China

‘Dahan: Contemporary Monk Painting’ at the Mall Galleries

Born in China in 1967, Dahan remembers how his appetite for painting was so strong as a child when he collected minerals from the nearby Wuyi Mountains to draw and paint on the walls and floors of his home.

But it wasn’t until after he studied and taught as an artist that Dahan felt shaken by the spirit of Buddha, becoming ‘enlightened’ through a visit to an eminent monk Master Yuan Yin. He became a monk in 2002 and his art transformed.  

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The 23 paintings in the exhibition at the Mall Galleries demonstrate the artist’s transition from the preoccupations of a ‘layman of earthly ties’ – which included ‘anxieties, powerlessness and confusion of urban dwellers’ to the Zen paintings of a pastoral hermit.

His Zen painting style of natural environments integrates Chinese and Western landscape aesthetics, but the colours and hues he chooses aim to express emptiness. He draws with Zen, to explain the mountains, rivers, earth, universe and stars, with the hope that it fills viewers’ hearts with Dharma joy.

His most recent work aims to depict the awe he has for Buddhism and guide viewers through their own spiritual search.

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Dahan said: “I wanted to come to the UK to learn and communicate and to see how the British public will react to my work. The UK was one of the first countries to complete the industrial revolution, it is highly-developed, has a world-class education system and a reputation for excellent manners. Britain also has a host of extremely talented artists, such as the Pre-Raphaelites, Gainsborough, Constable, Turner, Henry Moore, Francis Bacon, Lucian Freud and David Hockney. My experience here may also bring inspiration and revelation to my future artistic creations.”

Dahan: Contemporary Monk Painting will be on show until August 26.

Yang Yin trial: 'US$500,000 painting? It's a fake worth US$200'

A painting which Yang Yin claimed he had bought for US$500,000 was dismissed by an art expert yesterday as nothing more than a cheap fake that would have cost US$200 in a night market.

Madam Lim Sew Yong, chairman of Raffles Fine Arts Auctioneers, also rubbished a set of five other paintings the former tour guide from China said he had bought on behalf of a widow for US$600,000.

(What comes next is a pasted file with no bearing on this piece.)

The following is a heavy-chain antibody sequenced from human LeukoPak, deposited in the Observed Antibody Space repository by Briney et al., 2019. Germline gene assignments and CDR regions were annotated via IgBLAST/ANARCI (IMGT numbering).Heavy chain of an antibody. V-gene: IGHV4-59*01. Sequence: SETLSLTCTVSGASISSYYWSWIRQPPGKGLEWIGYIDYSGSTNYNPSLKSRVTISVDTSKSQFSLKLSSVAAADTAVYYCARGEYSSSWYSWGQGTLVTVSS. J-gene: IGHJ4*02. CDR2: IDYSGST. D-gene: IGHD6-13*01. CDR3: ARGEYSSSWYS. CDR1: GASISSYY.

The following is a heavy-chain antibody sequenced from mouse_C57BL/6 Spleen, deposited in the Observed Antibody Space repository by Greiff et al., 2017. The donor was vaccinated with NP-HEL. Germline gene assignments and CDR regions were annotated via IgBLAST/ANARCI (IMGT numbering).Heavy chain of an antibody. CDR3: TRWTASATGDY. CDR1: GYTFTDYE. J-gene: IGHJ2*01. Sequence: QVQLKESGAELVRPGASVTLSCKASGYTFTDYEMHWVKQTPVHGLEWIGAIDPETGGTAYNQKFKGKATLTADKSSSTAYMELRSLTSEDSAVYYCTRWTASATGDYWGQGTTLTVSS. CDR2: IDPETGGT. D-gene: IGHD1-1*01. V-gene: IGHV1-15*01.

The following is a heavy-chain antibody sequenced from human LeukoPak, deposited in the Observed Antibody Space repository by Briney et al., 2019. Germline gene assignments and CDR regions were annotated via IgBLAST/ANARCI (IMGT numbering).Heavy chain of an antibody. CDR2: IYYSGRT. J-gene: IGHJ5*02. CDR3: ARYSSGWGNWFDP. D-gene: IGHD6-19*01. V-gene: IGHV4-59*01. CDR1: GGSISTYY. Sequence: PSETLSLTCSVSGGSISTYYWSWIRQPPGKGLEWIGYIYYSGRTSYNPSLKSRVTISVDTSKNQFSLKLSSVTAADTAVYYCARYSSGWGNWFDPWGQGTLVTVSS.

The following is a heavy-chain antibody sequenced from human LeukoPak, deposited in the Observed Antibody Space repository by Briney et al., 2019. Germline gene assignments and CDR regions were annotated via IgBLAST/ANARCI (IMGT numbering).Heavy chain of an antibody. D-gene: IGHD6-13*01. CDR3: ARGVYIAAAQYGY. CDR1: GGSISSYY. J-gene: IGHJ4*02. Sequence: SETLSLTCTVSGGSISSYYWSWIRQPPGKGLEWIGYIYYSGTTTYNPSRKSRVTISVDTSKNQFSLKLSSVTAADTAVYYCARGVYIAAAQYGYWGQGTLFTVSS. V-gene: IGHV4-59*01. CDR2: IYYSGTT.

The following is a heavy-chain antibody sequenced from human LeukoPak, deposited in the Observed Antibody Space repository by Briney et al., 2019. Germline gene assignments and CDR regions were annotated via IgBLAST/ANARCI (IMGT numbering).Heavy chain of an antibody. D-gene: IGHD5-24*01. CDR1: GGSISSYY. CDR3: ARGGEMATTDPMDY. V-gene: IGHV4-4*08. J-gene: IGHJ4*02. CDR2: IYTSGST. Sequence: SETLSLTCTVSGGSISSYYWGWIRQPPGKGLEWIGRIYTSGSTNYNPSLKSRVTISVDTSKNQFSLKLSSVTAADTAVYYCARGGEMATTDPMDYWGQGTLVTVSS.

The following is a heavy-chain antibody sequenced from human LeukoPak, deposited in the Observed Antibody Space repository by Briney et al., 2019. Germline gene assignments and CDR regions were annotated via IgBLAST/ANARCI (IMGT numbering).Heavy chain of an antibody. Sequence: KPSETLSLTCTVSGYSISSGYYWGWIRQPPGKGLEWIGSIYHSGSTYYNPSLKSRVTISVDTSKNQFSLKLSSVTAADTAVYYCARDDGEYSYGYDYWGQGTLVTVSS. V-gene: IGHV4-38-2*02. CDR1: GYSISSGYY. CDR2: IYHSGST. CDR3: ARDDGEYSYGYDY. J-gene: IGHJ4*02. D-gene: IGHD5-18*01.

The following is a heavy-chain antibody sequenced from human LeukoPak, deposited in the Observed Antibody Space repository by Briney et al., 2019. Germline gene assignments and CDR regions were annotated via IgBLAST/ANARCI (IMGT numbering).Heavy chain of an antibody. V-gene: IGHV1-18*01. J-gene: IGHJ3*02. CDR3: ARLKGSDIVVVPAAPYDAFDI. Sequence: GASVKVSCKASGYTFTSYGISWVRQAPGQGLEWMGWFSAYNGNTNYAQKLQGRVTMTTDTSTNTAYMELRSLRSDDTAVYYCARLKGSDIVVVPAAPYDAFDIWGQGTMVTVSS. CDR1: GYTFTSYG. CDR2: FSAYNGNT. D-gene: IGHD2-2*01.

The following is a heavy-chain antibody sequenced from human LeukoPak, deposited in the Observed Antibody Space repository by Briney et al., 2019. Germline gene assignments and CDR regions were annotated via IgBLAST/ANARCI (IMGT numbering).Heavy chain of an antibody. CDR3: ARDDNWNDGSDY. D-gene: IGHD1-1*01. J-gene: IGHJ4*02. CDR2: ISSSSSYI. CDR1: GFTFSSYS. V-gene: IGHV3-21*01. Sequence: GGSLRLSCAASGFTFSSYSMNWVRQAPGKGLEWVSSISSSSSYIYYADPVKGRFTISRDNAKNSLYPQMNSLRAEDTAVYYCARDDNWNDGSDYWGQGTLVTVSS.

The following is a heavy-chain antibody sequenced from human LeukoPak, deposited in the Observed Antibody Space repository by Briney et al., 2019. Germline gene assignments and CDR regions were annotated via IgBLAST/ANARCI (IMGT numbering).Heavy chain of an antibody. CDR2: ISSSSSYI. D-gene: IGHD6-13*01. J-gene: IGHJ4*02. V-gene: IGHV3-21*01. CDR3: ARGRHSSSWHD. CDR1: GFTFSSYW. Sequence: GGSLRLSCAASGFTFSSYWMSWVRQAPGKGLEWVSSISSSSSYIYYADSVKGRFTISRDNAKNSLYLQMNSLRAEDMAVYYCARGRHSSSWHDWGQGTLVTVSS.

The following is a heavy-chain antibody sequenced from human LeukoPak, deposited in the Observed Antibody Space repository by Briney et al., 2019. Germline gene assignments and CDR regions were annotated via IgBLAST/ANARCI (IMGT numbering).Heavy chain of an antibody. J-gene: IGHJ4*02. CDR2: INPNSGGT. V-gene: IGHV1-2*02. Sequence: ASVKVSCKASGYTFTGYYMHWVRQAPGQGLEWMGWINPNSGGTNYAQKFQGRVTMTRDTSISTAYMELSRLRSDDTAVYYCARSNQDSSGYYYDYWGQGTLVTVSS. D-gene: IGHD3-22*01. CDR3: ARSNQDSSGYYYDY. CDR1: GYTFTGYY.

Madam Lim valued them at US$2,000 to US$3,000 altogether, and told the court that it would be “stupid” for anyone to pay much more.

Spanish court rules not to extradite suspect in art fraud

A Spanish court has ruled that one of two brothers charged with perpetrating an art swindle valued at US$33 million should not be extradited for trial in the United States.

Spain’s National Court cited health reasons for deciding to halt the extradition of Jose Bergantinos Diaz, 60, who was arrested in April 2014 on a warrant issued by a New York district court. He is wanted, along with his brother Jesus Bergantinos Diaz, for passing-off fake art as the work of renowned painters such as Jackson Pollock and Mark Rothko. The court has already ruled that Jesus Bergantinos Diaz can be extradited.

The Bergantinos Diaz brothers are charged in the U.S. alongside Pei Shen Qian, the Chinese artist who allegedly painted the works in New York then fled to China.

Why China's tradition of copying is becoming a creative force

China’s copycat culture is equal parts famous and infamous. Blatant imitation was an integral part of the international trade that launched China’s emergence on the world stage three decades ago, and, despite improvements, it remains a problem for the Chinese government, international and local companies—and artists. Yet out of south China’s rapid development and massive-scale manufacturing, a strange space between copying, appropriation, hacking and original creation has emerged, known as shanzhai.